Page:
I have been spring cleaning. Better late than never... as no one ever considered saying to the Four Horsemen of the Apocalypse.

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And speaking of the end of the world, you may ask why, as the Mayan school of thought has Doomsday pinned as December 21, I am bothering to make the house neat and tidy.

Ah well, what if, on the day of reckoning, your ultimate fate is decided by the state of your kitchen cupboards? We already know there can be nothing worse than being run over whiile wearing a less than pristine pair of knickers. My nanna Jeffries was a stickler when I was a child.

“I hope you’ve got on clean underwear?”

“Why?”

“In case you get run over.”

If I was wearing what I can only describe as a pair of B knickers... older, slightly more faded, a bit baggier round the top of the leg than an A pair, I would be ultra-careful crossing the road.

So, as well as saving my best pants for December 21 (For sale: Advent Calendar with three windows unopened) I am doing out the kitchen cabinets.

According to on-line guru Wikipedia: “The 2012 phenomenon comprises a range of eschatological beliefs according to which cataclysmic or transformative events will occur on 21 December 2012. (Hope you’re getting all this) This date is regarded as the end-date of a 5,125-year-long cycle in the Mesoamerican Long Count calendar. Various astronomical alignments and numerological formulae have been proposed as pertaining to this date, though none have been accepted by mainstream scholarship.”

Which is apt because, at the back of my preserves cupboard I found a jar of what can only be described as a cataclysmic or indeed transformative jar of chutney with an end-date c.2005 in the Meso-eastanglian sell-by calendar.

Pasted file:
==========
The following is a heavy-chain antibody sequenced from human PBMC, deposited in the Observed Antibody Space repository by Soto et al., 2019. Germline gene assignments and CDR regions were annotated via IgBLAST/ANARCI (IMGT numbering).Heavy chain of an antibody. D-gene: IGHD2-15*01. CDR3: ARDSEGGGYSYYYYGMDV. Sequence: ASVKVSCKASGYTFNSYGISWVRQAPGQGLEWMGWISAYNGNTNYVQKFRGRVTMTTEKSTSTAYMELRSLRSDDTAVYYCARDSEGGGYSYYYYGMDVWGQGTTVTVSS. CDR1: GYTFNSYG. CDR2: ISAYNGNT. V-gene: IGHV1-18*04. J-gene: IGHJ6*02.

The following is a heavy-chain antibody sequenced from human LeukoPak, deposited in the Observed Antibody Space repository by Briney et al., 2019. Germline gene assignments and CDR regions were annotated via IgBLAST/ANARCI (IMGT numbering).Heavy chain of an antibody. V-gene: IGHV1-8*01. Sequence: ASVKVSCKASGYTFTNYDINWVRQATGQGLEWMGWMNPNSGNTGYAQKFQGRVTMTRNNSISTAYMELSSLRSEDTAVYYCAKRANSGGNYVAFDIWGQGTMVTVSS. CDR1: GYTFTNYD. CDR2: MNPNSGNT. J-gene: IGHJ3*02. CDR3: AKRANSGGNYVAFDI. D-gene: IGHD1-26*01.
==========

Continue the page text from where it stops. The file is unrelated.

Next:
It wasn’t long before I had gathered together a collection of tins and jars that, had Nostradamus turned out to be right with his ‘end-of-the-world’ prophesy (1999), would have seen me out nicely. If the Mayan extrapolation turns out to be inaccurate then 2020 (courtesy of the late Jeane Dixon, astrologer and psychic) is the next end of the world

I may be exaggerating a little. It wasn’t really Armageddon that was driving me to clean, the fact is, as I mentioned last week, I had no room left in my store cupboards to accommodate the seasonal glut of shortbread. I needed to make space. While many of my cooking ingredients were past their best, I had much better luck in the medicine and specialist cleaning fluids cupboard. If, by some miracle, I should survive the Mayan Misfortune and the world’s climate gets clammy, I shall be fine. In the event of global warming, I will not be bothered by mosquitoes or other disease carrying insects because I have 18 insect repellent roll-ons, two sprays, a box of individual repellent wipes, an anti-Scottish midge aerosol and a number of bite relief creams and lotions.

We would also be well placed to come out of the other end (if that’s the right expression) of a year-long bout of diarrhoea. And nor would we have to suffer constipation or metal tarnish. We have accumulated countless cans of brass and silver polish. It is an amount scarcely justified by the brass surround of the gas fire, two brass candlesticks and my husband’s silver napkin ring (a christening gift).

It occurs to me I may have become an obsessive compulsive two-for-the-price-of-one shopper.

But I was given pause for thought last weekend when I went to a supermarket. At the door, local food bank volunteers were offering shoppers the chance to buy groceries for people who cannot afford them. I took one of the lists and, as I did my own shopping, I picked up some of the goods listed – biscuits, sugar, corned beef, soup, toilet rolls, rice, tinned fruit etc. At the checkout, I paid more than three times as much for my few purchases as I did for the food bank. Makes you think...

In a second supermarket (you visit one and an hour later you need to visit another) As I made for the exit with my tub of Brasso, packet of Imodium and six-pack of Jungle Formula, I noticed the latest edition of a magazine called Nuts. Emblazoned on the cover was the legend: “BIG BOOB ISSUE”. Now, I don’t want to seem like a raving feminist. I do understand that many gentlemen appreciate the glories of the female form. Likewise, many women like to be appreciated in a non-leery, non-lascivious, non-Carry On Gawking way. A “big boob issue”, however, does not meet my criteria for furthering the cause of mutual respect between the sexes.

And no, guys, I’m not telling you which supermarket it was... oh, pur-lease.

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